Eisai: the underrated Zen masterPosted: March 8, 2010 | Author: Doug | Filed under: Buddhism, Japan, Tendai, Zen | 2 Comments »
Lately, I’ve been taking quite an interest in a Buddhist monk by the name of Eisai (栄西, sounds like “eh-sigh”):1
Eisai is the founder of the Japanese Rinzai Zen sect, but compared to his protoge, Dogen, or the Chinese master Linji, he often gets little attenion. My interest in Eisai, first arose when I was in Ireland and read Tanabe’s collection of essays on Japanese religion, and later, after doing research on monastic precepts in Japan. The former book showed Eisai’s continued practice of esoteric tantric practices even after he had become a Zen master, and his efforts to restore monastic discipline at Tendai’s Mt. Hiei where he had once been a student. He argued in his famous essay, the Kōzen Gokokuron (興禅護国論) or “Treatise for Promoting Zen for the Protection of the Nation”, he argued that the moral character of the country was reflected in its clergy. In order to preserve the proper character the Vinaya, the ancient Buddhist monastic code eschewed by Tendai’s preference for the Bodhisattva precepts only, was necessary. His ideas were quickly shot down at the time, but later the Kamakura Shogunate proved more amenable. It made me realize that Eisai is a pretty complex figure, even though sources on his life are pretty scant.
This morning, while reading the Buddhist history manga that I’ve been looking at lately, it covered the life of Eisai again, and once again I was impressed with his character. Eisai is a man who stuck to his principles, and wasn’t afraid to take chances for the sake of learning the Dharma. Apparently he made two trips to Song Dynasty China, a difficult trip in those days, and had to return from the first trip after only six months, and little accomplished. Years later, on the second trip he actually tried to go to India (called tenjiku (天竺) at the time) to bring back authentic Buddhism. The border guards in China turned him away because of the Mongol invasions, and little did everyone know that Buddhism had largely collapsed by that time anyway in India due to the ascension of Hinduism, and barbarian invasions from Central Asia. It was on this second trip, that Eisai encountered by chance a Chinese monastery named Mannenji (万年寺) in Japanese (or “10,000 year temple”) and a powerful teacher named Kian Eshō (虚庵懐敞, Xūā Huái-chǎng in modern Mandarin) who taught him the Rinzai path, and granted him the right of Dharma transmission or inka when Eisai was 47 and after four years of intense training.
The grateful Eisai then returned to Japan for good and started his new Rinzai lineage in Japan in a tiny little monastery at first in Kyushu and eventually caught the attention of the new Kamakura Shogunate, who granted him the right to build a big new monastery in Kyoto called Kenninji (建仁寺).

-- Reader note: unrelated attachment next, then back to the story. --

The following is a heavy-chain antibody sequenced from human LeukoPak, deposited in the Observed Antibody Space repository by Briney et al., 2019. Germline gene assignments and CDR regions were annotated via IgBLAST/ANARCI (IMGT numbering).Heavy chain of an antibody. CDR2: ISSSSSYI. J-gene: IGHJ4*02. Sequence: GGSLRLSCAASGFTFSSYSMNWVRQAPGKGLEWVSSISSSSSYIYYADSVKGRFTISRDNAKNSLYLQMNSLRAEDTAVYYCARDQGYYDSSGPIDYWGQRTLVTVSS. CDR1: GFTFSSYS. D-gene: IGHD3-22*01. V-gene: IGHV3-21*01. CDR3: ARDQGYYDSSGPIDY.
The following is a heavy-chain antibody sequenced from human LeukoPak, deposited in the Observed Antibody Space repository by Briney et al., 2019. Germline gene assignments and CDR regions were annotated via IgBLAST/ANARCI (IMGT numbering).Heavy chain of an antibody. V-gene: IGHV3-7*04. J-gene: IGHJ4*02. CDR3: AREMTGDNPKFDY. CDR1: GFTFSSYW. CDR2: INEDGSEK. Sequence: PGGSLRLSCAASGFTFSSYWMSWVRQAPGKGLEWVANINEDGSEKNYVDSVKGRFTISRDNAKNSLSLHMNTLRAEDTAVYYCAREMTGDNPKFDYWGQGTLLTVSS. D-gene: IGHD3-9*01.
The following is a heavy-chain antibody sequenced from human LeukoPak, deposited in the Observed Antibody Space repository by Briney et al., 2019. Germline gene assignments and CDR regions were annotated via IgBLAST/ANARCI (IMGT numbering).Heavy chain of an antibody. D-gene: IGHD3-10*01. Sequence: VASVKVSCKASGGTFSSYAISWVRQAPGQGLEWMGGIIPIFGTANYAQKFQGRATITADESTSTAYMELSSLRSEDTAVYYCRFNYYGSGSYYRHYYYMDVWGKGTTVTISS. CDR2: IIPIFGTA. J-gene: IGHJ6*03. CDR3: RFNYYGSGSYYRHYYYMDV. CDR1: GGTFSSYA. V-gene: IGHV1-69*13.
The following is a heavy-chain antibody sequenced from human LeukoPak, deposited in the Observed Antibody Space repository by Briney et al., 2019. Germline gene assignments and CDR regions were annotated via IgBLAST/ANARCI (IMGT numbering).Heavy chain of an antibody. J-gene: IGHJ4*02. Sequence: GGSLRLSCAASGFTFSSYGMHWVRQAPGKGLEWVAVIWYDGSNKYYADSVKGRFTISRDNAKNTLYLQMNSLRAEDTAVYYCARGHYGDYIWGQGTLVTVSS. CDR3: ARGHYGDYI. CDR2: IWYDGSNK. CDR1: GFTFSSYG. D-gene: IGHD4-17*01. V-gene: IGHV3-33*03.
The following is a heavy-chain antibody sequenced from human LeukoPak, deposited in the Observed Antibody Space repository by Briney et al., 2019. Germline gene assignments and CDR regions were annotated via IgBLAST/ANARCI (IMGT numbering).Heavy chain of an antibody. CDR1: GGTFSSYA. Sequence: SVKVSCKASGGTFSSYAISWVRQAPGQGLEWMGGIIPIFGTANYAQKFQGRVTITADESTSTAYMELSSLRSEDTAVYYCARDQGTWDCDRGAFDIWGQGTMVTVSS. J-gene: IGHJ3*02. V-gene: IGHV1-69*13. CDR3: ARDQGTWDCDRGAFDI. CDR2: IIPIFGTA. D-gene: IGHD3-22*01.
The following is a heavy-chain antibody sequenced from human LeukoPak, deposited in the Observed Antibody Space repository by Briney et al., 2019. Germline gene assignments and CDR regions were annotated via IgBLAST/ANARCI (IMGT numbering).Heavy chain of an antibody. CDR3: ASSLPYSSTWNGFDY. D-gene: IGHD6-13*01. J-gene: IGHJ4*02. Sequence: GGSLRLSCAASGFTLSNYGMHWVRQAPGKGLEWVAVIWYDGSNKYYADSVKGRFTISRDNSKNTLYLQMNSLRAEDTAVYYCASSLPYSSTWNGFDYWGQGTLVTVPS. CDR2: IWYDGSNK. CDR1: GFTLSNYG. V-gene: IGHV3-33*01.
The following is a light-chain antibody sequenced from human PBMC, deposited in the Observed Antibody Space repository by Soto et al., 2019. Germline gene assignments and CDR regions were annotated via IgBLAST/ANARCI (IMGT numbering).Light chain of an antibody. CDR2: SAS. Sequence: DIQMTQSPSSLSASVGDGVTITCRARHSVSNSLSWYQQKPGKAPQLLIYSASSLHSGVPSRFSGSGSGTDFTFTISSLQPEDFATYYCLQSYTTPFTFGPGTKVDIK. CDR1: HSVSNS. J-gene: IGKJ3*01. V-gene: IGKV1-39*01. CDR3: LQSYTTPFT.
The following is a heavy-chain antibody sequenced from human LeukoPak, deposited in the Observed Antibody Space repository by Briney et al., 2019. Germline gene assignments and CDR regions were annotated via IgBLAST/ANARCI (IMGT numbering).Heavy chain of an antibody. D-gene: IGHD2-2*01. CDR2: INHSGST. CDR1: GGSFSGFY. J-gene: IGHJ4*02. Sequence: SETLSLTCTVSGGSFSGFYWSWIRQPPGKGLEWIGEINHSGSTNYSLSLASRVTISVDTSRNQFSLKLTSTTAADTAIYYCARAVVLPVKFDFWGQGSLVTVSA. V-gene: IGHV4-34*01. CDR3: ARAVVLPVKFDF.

One story in the manga I really liked, probably apocryphal or even made up just for the manga, is a story that at Kenninji, a starving man came one day begging for food. He hadn’t eaten in days and was desperate. In the story, Eisai and the community have no money2, so Eisai gives the man a small box of precious that was supposed to be used to build a new Buddha statue. The grateful man leaves, but Eisai’s disciples are shocked and fear that Eisai will be reborn in hell for his desecration of a Buddhist image. Eisai states that (assuming I read the Japanese correctly) that even if he’s reborn in Hell, then he still intends to help people no matter what.
Eisai was clearly a disciple of the Buddha who was down-to-earth and oriented toward good, earnest practice and compassion toward others. As he is quoted as saying:
“I don’t know anything about Buddhas of the past, present, or future. But I know cats exist, I know that cows exist.”
I don’t think Eisai was being flippant or anti-intellectual, as some Buddhists may believe, but simply that he tried to keep himself grounded as much as possible. If only more people in the world were like that.
Anyway, so this was a brief portrait of a Zen master who probably deserves more credit than he gets. Rinzai Zen is popular in the West, and we owe Eisai for his dogged determination and principled character for it.
Finally I’d like to quote part of the opening of Eisai’s Kōzen Gokokuron, as printed in Tanabe’s book:
Great indeed is the Mind! Heaven’s height is immeasurable, but Mind rises above Heaven; the earth’s depth is also unfathomable, but Mind reaches below the earth. The light of the sun and moon cannot be outdistanced, yet Mind passes beyond the light of the sun and moon. The universe is limitless, yet Mind travels beyond the universe. Though referred to as Space, or the Primal Energy that gives rise to myriad existence, it is Mind that encompasses Space and generates Primal Energy. Because of it, the sky shelters from above and the earth supports from below. Because of it, the sun and moon rotate, the four seasons change, and all things are generated. Great indeed is Mind!
…Knowledge of the Mind teaching has been made possible through the combined efforts of several generations of patriarchs in India and the followers of the teaching in China…
…Externally, the Mind teaching conforms to the position taken in Tendai teaching that the Buddha-nature, through the aid of the precepts, is always present. Internally, it joins to this the view of prajñā that awakening is attained through wisdom. This in the final analysis, is the teaching of the Zen school. (trans. Yanagida Seizan)
Namu Amida Butsu
1 Update: A lot of people have been looking for how to pronounce ‘Eisai’ through Google. For the record, in English, it sounds like “ay-sigh”. The Kanji in his name can also be read as Yōsai, and both are considered acceptable.
2 In the traditional Buddhist monastic code, monks should generally never handle money, as they have taken a vow of poverty, as well as renouncing material concerns of course.